Gillian Harris has always considered herself a water-baby. She grew up in Durban, on South Africa’s east coast, where the city and the coast, north and south, are a paradise of gorgeous, tropical beaches, embracing the warm Indian Ocean, and the golden sands. “Our family, mother and father included, all loved going to the beach.” Gill says. “This is how I remember my childhood – always in the surf (the bigger the better), and taking vacations in beach cottages up and down the coast.” When she was very young, and her parents couldn’t find her on the beach, her father would say, “See that little head way out there? The person well beyond the other swimmers – that’s Gill!” Most likely, he would join her.
That was that life.
When Gillian immigrated to the States, her American husband soon introduced her to the Northern California coast. It was foggy and cold, and Gill thought to herself that they were the most miserable beaches she had ever seen. “Today, over 30 years later,” she says, “I view those same beaches as utterly beautiful in their misty bleakness and grandeur.” It’s the perfect metaphor for how one’s vision of beauty and belonging changes.
It was in 1983 that Gillian came to the States for a vacation. At the time, she was working in the training department of a human resources company in Johannesburg, and she told her manager that her vacation would be about three weeks long. “He said, since I was coming such a long way, if it wanted to I could stay a little longer. Little did he know that I would never come back!” On her second day in San Francisco, she met a man she would marry four weeks later. “If I had intended to do it, I would at least have brought the right paper work,” she laughs, “my birth certificate, and so on. In fact, I had to go back for it.”
Initially, it was a difficult period for Gill, ending up in a pretty deep depression and sense of isolation. “When I first came, I went to a psychologist and I’ll never forget what he said to me. He said, ‘you are displaced.’” The most difficult part was being so far away from her family and often feeling unsupported and alone. “I’m not sure I would ever give anyone advice to emigrate because it is very demanding,” she says. Gill has lived a life in this country and raised a child – ultimately as a single mother – without any extended family around. “So many of us South African friends have had to rely on each other almost as extended family.”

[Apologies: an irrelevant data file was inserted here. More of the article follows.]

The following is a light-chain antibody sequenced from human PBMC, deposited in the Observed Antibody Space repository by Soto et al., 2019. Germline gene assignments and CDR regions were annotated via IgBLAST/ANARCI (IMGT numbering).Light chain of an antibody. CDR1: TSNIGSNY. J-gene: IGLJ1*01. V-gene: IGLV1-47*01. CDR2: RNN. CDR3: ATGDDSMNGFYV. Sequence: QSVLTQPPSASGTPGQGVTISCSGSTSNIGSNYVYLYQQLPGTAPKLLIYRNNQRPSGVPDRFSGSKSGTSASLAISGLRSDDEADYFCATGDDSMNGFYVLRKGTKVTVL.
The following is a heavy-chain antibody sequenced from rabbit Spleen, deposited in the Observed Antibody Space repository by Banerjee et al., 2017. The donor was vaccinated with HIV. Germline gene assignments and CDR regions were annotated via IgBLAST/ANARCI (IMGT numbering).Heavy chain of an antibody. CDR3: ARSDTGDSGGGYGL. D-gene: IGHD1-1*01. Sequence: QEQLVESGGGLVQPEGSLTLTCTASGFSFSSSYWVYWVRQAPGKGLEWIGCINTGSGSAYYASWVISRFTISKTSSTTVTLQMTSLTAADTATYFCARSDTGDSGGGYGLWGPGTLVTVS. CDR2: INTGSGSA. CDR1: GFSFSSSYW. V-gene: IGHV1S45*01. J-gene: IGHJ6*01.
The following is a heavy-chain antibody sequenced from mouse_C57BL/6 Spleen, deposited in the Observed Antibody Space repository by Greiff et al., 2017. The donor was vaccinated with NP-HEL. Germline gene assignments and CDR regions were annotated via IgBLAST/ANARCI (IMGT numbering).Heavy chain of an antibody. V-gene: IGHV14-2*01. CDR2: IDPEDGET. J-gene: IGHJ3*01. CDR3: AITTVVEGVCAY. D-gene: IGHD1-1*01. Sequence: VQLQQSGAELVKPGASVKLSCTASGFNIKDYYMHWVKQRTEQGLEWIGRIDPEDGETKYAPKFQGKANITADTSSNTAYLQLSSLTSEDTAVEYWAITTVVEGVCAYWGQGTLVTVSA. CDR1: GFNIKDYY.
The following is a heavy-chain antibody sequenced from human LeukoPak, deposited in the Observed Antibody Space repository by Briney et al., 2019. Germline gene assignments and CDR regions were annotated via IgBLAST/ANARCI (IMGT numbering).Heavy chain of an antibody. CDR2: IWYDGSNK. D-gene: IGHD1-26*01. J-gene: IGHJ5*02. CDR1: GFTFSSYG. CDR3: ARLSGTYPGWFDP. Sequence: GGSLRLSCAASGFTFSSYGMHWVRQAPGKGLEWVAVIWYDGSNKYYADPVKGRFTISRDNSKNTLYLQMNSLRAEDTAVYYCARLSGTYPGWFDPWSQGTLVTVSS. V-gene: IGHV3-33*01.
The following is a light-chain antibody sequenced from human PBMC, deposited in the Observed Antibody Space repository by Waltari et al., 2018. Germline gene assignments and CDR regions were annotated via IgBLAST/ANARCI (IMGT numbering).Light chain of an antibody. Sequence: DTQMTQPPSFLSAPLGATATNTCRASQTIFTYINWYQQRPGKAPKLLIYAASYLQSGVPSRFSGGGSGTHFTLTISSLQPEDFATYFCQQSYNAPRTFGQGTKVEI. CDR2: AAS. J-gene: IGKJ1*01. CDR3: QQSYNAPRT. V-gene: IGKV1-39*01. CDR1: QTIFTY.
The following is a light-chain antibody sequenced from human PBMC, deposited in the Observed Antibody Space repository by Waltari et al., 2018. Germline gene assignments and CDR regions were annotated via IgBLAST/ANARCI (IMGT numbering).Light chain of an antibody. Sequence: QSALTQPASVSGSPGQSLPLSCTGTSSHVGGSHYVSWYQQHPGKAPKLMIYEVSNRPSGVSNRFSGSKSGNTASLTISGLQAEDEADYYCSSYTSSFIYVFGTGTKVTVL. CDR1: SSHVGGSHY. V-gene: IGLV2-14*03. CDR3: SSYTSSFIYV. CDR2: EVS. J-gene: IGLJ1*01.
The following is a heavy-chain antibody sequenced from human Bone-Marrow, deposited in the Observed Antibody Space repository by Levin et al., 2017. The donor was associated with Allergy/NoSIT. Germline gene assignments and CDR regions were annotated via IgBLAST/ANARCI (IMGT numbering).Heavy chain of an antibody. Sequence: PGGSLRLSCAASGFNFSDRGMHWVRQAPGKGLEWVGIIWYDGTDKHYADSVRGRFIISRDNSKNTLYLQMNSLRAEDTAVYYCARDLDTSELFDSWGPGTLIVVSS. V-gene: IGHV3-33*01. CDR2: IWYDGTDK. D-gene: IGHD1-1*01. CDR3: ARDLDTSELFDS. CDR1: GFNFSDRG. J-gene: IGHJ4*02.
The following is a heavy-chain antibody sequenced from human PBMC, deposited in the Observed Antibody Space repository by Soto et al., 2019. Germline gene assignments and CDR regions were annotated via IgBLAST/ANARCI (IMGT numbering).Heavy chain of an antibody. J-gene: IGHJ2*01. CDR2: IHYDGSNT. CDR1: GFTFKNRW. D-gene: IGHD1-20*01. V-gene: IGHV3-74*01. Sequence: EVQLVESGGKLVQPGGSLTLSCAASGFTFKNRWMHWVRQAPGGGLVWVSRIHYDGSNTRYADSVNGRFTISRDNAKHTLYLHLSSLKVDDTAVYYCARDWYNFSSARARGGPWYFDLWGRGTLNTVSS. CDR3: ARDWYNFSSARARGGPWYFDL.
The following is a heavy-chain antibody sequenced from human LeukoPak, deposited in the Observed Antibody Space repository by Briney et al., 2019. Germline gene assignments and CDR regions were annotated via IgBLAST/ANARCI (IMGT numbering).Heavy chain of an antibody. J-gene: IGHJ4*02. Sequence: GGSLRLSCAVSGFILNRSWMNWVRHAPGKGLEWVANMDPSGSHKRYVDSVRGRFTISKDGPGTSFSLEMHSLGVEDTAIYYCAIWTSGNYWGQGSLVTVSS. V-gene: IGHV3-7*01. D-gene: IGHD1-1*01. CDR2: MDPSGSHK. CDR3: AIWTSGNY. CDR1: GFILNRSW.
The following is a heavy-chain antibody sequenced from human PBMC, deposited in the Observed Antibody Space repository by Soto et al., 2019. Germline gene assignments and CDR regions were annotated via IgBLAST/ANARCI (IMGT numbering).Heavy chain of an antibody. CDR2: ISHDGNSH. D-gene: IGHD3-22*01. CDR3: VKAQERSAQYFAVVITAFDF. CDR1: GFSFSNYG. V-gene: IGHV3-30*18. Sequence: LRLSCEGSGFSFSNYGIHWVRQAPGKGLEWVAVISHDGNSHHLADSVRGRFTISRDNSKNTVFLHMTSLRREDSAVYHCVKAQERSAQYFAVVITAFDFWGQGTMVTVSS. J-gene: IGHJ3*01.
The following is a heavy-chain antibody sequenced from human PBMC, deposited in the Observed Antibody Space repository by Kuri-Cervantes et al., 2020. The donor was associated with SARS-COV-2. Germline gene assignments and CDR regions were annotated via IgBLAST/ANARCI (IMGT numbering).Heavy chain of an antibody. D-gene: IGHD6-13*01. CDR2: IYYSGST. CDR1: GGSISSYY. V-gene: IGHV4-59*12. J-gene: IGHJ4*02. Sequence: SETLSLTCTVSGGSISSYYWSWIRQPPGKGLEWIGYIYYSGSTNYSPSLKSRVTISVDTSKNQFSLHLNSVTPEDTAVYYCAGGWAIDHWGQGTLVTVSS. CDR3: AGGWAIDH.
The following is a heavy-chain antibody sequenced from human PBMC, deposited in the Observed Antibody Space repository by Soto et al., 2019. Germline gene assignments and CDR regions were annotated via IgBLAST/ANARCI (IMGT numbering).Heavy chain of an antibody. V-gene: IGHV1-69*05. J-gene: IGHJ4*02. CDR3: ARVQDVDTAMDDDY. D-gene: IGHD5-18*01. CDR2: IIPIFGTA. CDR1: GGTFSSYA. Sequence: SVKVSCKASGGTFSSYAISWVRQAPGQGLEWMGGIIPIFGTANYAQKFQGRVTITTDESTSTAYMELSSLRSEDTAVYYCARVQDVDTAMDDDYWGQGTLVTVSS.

Gillian has permanent resident status in the States, rather than being a naturalized citizen and, while a part of her wishes that she had been “smarter” many years ago like her friends who became citizens when it cost $50 instead of $800, she recognizes that, unconsciously, a part of it may have been not wanting to give up her heritage. “My father was British, and when I was still at university in South Africa, I applied for British citizenship. I still have a British passport.” Another part of the picture is that, while home is here for Gill now, it’s actually always her adopted home. Even in the community where she lives in California, she has the sense that the underlying message is, ‘you’re not really one of us.’ “I miss that profoundly personal feeling of, ‘this is truly my home.’ I would call this home but I can’t say it is truly my home.”
This manifests itself in subconscious ways. Both her parents have died, but she is now, at the age of 63, experiencing these dreams where she is back in Durban, and asking people if they know her parents’ phone number, or their address. “It seems I want to go back ‘home.’ This dream takes the form of all sorts of contexts, but the final realization is that, if I found our old address, and tried to knock on the door, strangers would answer, and my parents would not be there. Where do I go?”
Yet, despite the dreams, Gillian is bound to the States now, for all the history and experience she’s enjoyed here. “I think what plants me here now in the USA, is the fact that my 30-year old daughter is very much American, loves living in San Francisco, and I am eternally grateful for her in my life.” Gill believes that the experience of immigrating has made her into a survivor and self-sufficient person, and the best part is that she has come to love this country and feel completely content to make her life here. “I live among the vineyards – what could be better than that? I have access to all sorts if physically glorious splendors – Yosemite, Tahoe, the Pacific coastline …” And, under current circumstances, she adds, “I am so grateful that I have an immigration story to tell, at all!”